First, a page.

Wednesday, June 3, 2009

Nationalizing the Standards

Right now, our "standards-based" system of "accountability" isn't particularly standard. Each state sets their own curricula and benchmarks and then tests kids with their own tests. Remembering that there's a financial incentive for states to do well on those tests, it becomes pretty clear where the race to the bottom comes in. If we're truly wedded to the idea of accountability and standards as measured through high stakes testing, the only way to really get it done is through a set of national standards. I'm not saying we should be wedded to that idea, I'm just saying if we are.

So it's with a mixed mind that I read reports earlier this week saying that the huge majority of states are banding together to create a common national set of curriculum standards. It was unveiled with a lot of hoopla, but I'll be curious to see how this goes.

First, as Eduwonk points out, this news may not be as sweeping as it first appears. The states have decided to try to work together to create the standards. So far, no one has opted into actually following the standards once they're created. As the Washington Post phrased it, "Once the organizers of the effort agree to a proposal, each state would decide individually whether to adopt it." So we're a step along the way, but it's hardly a done deal that we're going to be seeing national standards coming soon to a state near you.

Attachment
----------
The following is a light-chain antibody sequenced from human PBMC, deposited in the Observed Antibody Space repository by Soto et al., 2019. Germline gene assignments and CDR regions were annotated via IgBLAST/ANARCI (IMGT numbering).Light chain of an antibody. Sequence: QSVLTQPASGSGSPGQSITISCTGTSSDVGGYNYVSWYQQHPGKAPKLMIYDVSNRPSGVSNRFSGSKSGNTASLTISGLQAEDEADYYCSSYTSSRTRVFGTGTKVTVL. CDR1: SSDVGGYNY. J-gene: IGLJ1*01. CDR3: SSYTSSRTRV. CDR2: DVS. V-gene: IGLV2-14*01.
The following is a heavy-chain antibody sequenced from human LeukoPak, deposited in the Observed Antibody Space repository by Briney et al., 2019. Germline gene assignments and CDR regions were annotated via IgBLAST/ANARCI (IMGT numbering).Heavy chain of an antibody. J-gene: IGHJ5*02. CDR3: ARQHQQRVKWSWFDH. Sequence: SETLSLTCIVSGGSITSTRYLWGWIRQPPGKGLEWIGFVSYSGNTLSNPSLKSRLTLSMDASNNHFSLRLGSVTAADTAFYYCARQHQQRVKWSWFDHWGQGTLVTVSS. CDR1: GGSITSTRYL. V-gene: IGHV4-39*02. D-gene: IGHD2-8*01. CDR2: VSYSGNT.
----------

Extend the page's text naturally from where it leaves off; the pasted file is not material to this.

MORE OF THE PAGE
The bigger hurdle, of course, is actually agreeing on these things. They say that they're going to describe what the kids should know, not how they should be taught. That's supposed to sidestep those nasty debates like phonics vs. whole language. Of course, there's still plenty to fight about in terms of what it is that kids should know. The evolution vs. creationism debate springs immediately to mind.

There's also the point to consider that uniform standards don't mean a lot unless we have a uniform way to measure those standards. After all, if each state got to choose its own way to measure the standards we'd have a race to the bottom in test writing. So now we may be talking a national test.

The big question on the horizon, though, is what the next step is. Once you've got your uniform national standards in place and your uniform national test in place to measure the standards, what do you do? Saying that a school is failing and empirical evidence to back it up is all well and good. But isn't it more important to improve the schools rather than just label them? That improvement step is the one that tends to get left out of a lot of these discussions.

No comments: